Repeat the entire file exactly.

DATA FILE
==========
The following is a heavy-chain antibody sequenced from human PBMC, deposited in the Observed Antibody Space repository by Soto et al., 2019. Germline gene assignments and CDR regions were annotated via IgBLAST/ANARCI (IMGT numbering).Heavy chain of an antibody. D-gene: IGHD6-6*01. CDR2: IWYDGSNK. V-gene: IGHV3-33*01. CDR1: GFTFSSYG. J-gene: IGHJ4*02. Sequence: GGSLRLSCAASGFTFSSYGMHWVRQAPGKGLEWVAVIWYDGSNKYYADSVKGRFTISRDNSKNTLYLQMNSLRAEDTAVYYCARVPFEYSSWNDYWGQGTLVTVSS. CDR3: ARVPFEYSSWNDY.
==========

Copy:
The following is a heavy-chain antibody sequenced from human PBMC, deposited in the Observed Antibody Space repository by Soto et al., 2019. Germline gene assignments and CDR regions were annotated via IgBLAST/ANARCI (IMGT numbering).Heavy chain of an antibody. D-gene: IGHD6-6*01. CDR2: IWYDGSNK. V-gene: IGHV3-33*01. CDR1: GFTFSSYG. J-gene: IGHJ4*02. Sequence: GGSLRLSCAASGFTFSSYGMHWVRQAPGKGLEWVAVIWYDGSNKYYADSVKGRFTISRDNSKNTLYLQMNSLRAEDTAVYYCARVPFEYSSWNDYWGQGTLVTVSS. CDR3: ARVPFEYSSWNDY.